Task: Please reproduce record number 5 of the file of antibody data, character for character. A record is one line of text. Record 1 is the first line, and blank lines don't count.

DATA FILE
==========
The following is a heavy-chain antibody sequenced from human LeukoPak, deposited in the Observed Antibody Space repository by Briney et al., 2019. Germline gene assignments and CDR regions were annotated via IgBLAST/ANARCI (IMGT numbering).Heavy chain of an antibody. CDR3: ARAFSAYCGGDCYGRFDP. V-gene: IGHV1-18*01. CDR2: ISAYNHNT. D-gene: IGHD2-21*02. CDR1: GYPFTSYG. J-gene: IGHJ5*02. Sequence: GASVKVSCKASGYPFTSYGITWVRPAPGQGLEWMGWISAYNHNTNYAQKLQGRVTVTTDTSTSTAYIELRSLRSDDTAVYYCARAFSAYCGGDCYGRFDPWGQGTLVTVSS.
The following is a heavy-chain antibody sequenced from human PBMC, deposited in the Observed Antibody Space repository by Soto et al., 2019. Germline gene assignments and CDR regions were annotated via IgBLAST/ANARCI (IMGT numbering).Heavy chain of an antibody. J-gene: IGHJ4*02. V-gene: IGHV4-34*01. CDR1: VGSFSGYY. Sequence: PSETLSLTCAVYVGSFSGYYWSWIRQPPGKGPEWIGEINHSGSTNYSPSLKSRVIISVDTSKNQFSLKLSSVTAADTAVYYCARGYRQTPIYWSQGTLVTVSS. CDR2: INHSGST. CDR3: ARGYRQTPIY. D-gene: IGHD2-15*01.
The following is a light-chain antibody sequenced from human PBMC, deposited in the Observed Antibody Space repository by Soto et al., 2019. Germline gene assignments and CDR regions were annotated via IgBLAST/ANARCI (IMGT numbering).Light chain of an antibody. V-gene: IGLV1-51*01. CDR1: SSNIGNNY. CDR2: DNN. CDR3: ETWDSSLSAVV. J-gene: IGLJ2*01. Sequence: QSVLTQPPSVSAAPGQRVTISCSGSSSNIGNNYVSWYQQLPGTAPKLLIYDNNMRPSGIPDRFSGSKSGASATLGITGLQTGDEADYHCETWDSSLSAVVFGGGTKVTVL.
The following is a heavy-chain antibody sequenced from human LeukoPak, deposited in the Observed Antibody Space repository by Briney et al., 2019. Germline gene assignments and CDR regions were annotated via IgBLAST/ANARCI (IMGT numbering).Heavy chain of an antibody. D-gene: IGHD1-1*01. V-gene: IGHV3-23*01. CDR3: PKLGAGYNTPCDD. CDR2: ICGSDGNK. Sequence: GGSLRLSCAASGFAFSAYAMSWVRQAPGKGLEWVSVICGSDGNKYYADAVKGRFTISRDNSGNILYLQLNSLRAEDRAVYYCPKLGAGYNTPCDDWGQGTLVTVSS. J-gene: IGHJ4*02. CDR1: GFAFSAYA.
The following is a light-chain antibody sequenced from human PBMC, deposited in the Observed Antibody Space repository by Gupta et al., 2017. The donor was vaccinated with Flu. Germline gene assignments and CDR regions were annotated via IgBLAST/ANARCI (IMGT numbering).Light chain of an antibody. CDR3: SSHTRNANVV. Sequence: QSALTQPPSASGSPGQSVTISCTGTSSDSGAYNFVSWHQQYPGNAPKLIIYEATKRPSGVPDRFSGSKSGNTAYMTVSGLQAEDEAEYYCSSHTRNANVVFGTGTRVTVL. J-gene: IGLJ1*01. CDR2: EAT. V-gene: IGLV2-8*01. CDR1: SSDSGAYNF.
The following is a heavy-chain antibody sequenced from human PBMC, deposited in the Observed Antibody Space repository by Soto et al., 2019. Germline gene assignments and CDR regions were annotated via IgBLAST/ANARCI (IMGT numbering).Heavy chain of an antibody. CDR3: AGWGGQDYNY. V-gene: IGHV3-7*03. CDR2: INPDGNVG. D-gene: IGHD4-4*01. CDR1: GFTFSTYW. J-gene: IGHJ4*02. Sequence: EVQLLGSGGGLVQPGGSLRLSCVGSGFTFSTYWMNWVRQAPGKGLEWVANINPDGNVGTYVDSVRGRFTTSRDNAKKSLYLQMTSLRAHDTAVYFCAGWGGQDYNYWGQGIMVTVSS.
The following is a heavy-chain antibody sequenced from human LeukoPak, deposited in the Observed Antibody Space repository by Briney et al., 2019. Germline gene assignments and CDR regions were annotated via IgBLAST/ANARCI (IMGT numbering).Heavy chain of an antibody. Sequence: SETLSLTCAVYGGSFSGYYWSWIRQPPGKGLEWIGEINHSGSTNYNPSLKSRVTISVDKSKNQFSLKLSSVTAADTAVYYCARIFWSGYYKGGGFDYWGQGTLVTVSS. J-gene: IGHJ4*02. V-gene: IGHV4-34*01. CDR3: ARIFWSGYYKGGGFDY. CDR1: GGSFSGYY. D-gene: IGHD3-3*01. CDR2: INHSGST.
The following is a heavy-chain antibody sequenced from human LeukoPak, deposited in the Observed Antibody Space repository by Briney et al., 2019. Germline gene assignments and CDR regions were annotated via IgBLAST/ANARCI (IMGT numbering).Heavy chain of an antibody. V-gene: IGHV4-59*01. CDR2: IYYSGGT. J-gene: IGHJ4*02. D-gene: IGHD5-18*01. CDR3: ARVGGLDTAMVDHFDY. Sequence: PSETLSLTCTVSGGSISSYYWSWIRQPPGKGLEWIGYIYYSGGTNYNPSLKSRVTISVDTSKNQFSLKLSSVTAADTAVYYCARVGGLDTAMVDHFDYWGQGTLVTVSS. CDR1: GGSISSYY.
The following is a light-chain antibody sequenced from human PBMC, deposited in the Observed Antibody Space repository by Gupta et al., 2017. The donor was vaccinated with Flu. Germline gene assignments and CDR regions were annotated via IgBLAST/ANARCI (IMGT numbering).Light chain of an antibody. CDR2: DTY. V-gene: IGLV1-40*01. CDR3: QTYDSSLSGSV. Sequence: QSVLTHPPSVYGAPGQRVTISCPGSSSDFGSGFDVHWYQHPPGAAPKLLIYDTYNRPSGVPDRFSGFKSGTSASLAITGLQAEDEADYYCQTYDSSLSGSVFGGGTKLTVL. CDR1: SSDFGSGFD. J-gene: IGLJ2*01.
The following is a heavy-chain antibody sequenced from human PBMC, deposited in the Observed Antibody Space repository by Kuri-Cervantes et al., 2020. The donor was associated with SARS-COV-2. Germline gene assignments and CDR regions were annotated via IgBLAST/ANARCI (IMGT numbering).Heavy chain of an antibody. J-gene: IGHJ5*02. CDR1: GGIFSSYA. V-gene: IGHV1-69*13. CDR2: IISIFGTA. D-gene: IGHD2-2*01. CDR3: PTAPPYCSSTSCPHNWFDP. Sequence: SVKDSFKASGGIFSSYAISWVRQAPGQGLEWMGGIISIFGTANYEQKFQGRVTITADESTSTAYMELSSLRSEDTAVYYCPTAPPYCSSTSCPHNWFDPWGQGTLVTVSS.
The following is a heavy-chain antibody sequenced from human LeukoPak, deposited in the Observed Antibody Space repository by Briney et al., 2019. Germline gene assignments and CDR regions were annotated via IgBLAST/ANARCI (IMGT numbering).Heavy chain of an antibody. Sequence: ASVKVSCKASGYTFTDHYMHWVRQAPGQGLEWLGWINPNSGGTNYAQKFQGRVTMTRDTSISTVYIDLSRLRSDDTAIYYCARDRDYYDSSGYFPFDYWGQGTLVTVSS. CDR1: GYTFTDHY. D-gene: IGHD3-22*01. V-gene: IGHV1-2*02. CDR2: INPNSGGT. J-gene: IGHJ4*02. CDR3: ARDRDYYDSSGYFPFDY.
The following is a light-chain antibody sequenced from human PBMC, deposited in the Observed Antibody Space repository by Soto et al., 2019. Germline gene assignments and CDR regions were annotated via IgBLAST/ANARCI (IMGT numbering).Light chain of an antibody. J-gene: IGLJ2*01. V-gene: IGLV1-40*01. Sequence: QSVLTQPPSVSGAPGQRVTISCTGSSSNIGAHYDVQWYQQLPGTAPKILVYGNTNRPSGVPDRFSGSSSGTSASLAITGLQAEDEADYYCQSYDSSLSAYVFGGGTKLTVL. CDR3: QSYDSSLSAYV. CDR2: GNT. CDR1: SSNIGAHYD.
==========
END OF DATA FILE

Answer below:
The following is a light-chain antibody sequenced from human PBMC, deposited in the Observed Antibody Space repository by Gupta et al., 2017. The donor was vaccinated with Flu. Germline gene assignments and CDR regions were annotated via IgBLAST/ANARCI (IMGT numbering).Light chain of an antibody. CDR3: SSHTRNANVV. Sequence: QSALTQPPSASGSPGQSVTISCTGTSSDSGAYNFVSWHQQYPGNAPKLIIYEATKRPSGVPDRFSGSKSGNTAYMTVSGLQAEDEAEYYCSSHTRNANVVFGTGTRVTVL. J-gene: IGLJ1*01. CDR2: EAT. V-gene: IGLV2-8*01. CDR1: SSDSGAYNF.